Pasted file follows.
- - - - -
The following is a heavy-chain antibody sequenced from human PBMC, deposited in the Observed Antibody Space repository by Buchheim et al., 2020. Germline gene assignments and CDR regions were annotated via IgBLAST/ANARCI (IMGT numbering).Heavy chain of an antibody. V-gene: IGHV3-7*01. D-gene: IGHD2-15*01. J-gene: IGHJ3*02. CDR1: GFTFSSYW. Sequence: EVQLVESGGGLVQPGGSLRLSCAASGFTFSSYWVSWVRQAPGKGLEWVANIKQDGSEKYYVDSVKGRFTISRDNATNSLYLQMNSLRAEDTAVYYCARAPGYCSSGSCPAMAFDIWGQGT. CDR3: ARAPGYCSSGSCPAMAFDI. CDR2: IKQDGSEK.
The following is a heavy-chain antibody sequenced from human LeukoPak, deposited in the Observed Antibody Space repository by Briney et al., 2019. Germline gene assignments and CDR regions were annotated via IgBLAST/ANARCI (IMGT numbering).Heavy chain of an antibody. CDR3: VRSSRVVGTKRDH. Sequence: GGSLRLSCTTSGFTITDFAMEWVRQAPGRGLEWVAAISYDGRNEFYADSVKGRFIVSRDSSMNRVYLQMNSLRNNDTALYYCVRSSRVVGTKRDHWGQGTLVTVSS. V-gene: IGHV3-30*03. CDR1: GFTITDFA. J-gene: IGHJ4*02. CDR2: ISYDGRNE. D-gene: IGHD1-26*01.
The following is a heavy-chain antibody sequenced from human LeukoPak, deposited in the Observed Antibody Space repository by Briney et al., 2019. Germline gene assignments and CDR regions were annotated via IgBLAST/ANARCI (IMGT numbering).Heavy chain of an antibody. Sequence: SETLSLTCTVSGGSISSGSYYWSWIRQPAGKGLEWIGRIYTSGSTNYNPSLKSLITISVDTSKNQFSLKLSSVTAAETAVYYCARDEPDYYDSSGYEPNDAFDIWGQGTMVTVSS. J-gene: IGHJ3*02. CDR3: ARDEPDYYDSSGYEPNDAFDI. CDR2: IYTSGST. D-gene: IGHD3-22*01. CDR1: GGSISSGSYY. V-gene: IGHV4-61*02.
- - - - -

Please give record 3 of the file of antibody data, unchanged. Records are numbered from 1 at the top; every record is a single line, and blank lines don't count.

The following is a heavy-chain antibody sequenced from human LeukoPak, deposited in the Observed Antibody Space repository by Briney et al., 2019. Germline gene assignments and CDR regions were annotated via IgBLAST/ANARCI (IMGT numbering).Heavy chain of an antibody. Sequence: SETLSLTCTVSGGSISSGSYYWSWIRQPAGKGLEWIGRIYTSGSTNYNPSLKSLITISVDTSKNQFSLKLSSVTAAETAVYYCARDEPDYYDSSGYEPNDAFDIWGQGTMVTVSS. J-gene: IGHJ3*02. CDR3: ARDEPDYYDSSGYEPNDAFDI. CDR2: IYTSGST. D-gene: IGHD3-22*01. CDR1: GGSISSGSYY. V-gene: IGHV4-61*02.